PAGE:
Brich Company Limited, a local technology firm, has launched a scheme designed to give every child one tablet as part of efforts to lay a strong technological foundation for Ghanaian children as future leaders. The project, christened, ‘One-child-one-tablet’, aims to bridge the educational gap between the African continent and the advanced economies, which have progressed briskly through digital technology.
“The project will make our children explore more, learn faster and have fun at the same,” Mr Richmond Asumadu, the Chief Executive Officer of Brich Company said at the launch. “The technology gap between Africa and the developed world is so wide because technology changes or improves within every seconds,” he added.
“We cannot live in a technology age and not lay a very good, solid and firm foundation for our children, hence, the need to introduce this one child one tablet project.”
“Parents that know and understand the time and age we are in, are consciously investing into tech products that will train and develop the mind of the kids.” “Gone are the days when parents invest heavily into dumb robots that don’t add much to the brain development of kids.”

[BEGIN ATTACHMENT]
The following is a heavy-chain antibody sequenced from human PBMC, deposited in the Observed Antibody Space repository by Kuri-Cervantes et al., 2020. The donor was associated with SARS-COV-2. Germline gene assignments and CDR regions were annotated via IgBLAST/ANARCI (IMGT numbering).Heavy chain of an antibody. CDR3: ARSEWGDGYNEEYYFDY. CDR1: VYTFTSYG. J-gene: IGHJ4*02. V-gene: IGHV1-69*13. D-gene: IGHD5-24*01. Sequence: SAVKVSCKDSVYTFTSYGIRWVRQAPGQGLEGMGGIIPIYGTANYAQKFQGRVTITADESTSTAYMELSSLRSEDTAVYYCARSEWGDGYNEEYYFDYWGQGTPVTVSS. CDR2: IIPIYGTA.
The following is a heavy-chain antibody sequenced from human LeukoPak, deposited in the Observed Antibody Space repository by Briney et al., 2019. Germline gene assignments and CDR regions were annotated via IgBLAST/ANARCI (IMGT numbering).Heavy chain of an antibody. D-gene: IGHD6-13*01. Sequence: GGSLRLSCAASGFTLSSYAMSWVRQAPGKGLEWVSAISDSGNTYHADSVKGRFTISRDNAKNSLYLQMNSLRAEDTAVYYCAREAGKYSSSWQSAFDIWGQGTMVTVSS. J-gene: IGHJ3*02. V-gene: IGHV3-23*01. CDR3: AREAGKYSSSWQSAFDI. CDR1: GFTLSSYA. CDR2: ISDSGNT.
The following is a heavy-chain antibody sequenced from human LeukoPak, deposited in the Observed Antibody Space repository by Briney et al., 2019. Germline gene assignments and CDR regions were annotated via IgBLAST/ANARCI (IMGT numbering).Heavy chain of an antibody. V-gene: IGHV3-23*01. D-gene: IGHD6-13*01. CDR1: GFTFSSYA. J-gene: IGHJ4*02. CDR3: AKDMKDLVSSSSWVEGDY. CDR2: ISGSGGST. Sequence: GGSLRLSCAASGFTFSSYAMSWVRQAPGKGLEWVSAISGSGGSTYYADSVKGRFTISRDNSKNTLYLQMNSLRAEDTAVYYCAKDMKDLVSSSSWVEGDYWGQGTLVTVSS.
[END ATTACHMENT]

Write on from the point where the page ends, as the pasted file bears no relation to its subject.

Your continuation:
Mr Asumadu noted that around the world, teaching and learning with tablet technology had been accepted as the most exciting, effective and efficient way of developing skills of students and boosting their intelligent quotient. “We believe that tablet technology is ready for the classroom now,” he said, “It's no secret; tablet PCs have proved to be one of the most powerful ways of teaching.”
The tablets come in different modes and sizes designed for easy use, with a ''serve yourself'' online service, as well unlimited access to learning materials that allow pupils and students to read wide and research.
Brich Company specialises in using technology to solve modern problems as it develops software, assembles smartphones, tablets and laptops. Mr Asumadu said the company would offer quality tablets and software at reasonable prices as well as better mode of payment for parents, schools and educational training centres.
Highlighting the importance of introducing technology to children at a tender, Mr Emmanuel Woyome, a Career Coach and Trainer said: “If we have this technology the younger generation will be prepared adequately for the changing technological world.”
He said it would help tap into the different learning styles of kids as it sought to meet the needs of varied learners - those who learn by seeing, touching, feeling or hearing. He said with the tablets, children could carry their classrooms with them and the 21st Century skills required for growing better economies.